It is clear from this year’s IMF/World Bank conference in Washington that Brazil is generating excitement.
Perhaps I should amend that: the Brazilians that I spoke to during that week (and there were more side events and conferences hosted by Brazilian banks this year than any other that I can remember) were very excited.
They told me that that excitement was caused by the level of positivity about the country that they were feeling from the international finance community.
It seemed to me that there was a slight disconnect between the excitement of the Brazilians and the non-Brazilians I spoke to about the outlook for the country: I would characterize those latter conversations as ‘positive but with a strong streak of caution’.
What I think we could all agree on is that the sentiment about Brazil was more positive than at any time in the last decade – and certainly since I arrived in São Paulo at the end of 2010.
Then, Brazil closed out the year with annual growth of 7.5%. I remember lots of first meetings with bankers who would tell me that the long-term growth for the country in the coming decade was 5%.
There were also – I am sure I am remembering this correctly – liberal use of the words 'easily' and 'at least'.
In the face of such consensus and, yes, excitement, and being new (and admittedly ‘green’), I jotted the forecasts down largely acceptingly.
Now, we all know that Brazil didn’t grow at 5% a year for the next decade, and that the excitement at that time wasmisplaced.
Is this time any different?
There are certainly structural reasons for optimism.
The government is almost about to pull off a good pensions reform that will bring an element of discipline to a runaway fiscal story.
It is too late for a worryingly high debt burden for an emerging market economy, but at least that debt is in local currency (and the interest rate servicing it is low and falling in a seemingly sustainable way).
There is good news, too, about the central bank. Discussions in Washington DC revealed a real desire from the government to move to bank independence, and that will only improve financial management and international risk perception.
The government’s post-pensions policy agenda is positive too: tax reform, deregulation and a wave of privatizations would be good.
Though the question still remains, will the government get in its own way? The president’s fight with his own party will damage governability and increase execution risk in 2020, which will be a crucial year for the reform agenda in Brazil.
That in-fighting is also affecting BNDES – André Laloni, the director for divestments, resigned on the eve of the meetings, citing personal reasons, and his departure will complicate and slow the bank’s programme of privatizations and assets sales that, regardless, was a source of much positivity in Washington DC.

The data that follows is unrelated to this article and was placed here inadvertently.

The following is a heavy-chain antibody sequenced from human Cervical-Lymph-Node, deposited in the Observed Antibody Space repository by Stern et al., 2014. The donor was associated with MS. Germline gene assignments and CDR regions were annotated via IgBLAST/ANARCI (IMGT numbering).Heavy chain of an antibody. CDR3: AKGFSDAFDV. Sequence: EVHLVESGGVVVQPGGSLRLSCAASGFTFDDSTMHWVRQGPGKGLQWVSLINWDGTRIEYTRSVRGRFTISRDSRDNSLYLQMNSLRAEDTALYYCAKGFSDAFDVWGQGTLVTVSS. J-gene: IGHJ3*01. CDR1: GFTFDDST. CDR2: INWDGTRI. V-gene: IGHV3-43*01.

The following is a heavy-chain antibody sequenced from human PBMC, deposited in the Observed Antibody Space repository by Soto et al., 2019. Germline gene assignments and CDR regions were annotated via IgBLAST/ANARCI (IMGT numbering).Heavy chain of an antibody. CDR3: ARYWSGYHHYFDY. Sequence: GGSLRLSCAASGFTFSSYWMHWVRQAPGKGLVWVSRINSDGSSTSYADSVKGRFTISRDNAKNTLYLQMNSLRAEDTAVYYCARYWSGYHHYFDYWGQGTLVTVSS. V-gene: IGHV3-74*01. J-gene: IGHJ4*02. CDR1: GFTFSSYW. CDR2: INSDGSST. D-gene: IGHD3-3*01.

Many I spoke to still want to see further reform at the bank. For example, its new financing rate has been an important step towards creating a rate against which the market can compete, but it still needs to apply spreads to reflect project or sponsor risk.
Some I spoke to who had met the new head of BNDES were pleased with the noises made, but still wanted to see a public and clear articulation of the redefinition of its role back towards one more easily recognizable as that of a development bank.
The macro position is also supportive of the optimism about Brazil.
Some economists say that Brazil’s re-emergence from being a basket case won’t be helped by the drag from slowing global growth.
That’s true, of course, but perhaps the attraction caused by its relative potential could outweigh that?
Brazil still has large nominal rates (by today’s standards), inflation is controlled, and it has large FX reserves and a small current account that people I spoke to said could grow to between 2% and 3%.
This macro solidity – combined with the surprising lack of pass-through inflation to date – is why I’m more inclined to disregard those who warn that further cuts to the Selic rate will be counterproductive because it will cause inflation through FX depreciation (as the remaining carry investors depart the scene).
There was also a strong sense in Washington that almost everywhere around the world international investors have been deferring decisions (foreign direct investment and even capital flows) due to uncertainty: largely because of trade and geopolitical events.
But if the Fed rate continues to dall in 2020 the easy option of a US Treasury safehaven may break down and force active allocation in markets that offer yield – and growth.
(Some Brazilians think next year’s consensus growth forecast of 2.1% could be exceeded – and I heard both 'easily' and 'at least' again a couple of times a piece).
This talk, of course, reminded me of 2010. The positive forecasts of that time were to be blown out of the water by politics – the Mensalao and more specifically the Lava Jato scandals created obstacles to growth and arguably led the government to keep the fiscal tap on too long (the one it had turned on to respond to the global crisis).
That political fragility remains. Non-Brazilians highlight tremendous execution risks, while those from Brazil concede there is risk.
And after 10 years of living in Brazil, I realise that the emergence of a grey swan event (because can any Brazilian swan be said to be black?) that means the country blows an open goal is always a possibility.
The future may look bright, but we have been here before.
The ‘Brazil’ pitch is getting crowded, but it’s not all over yet.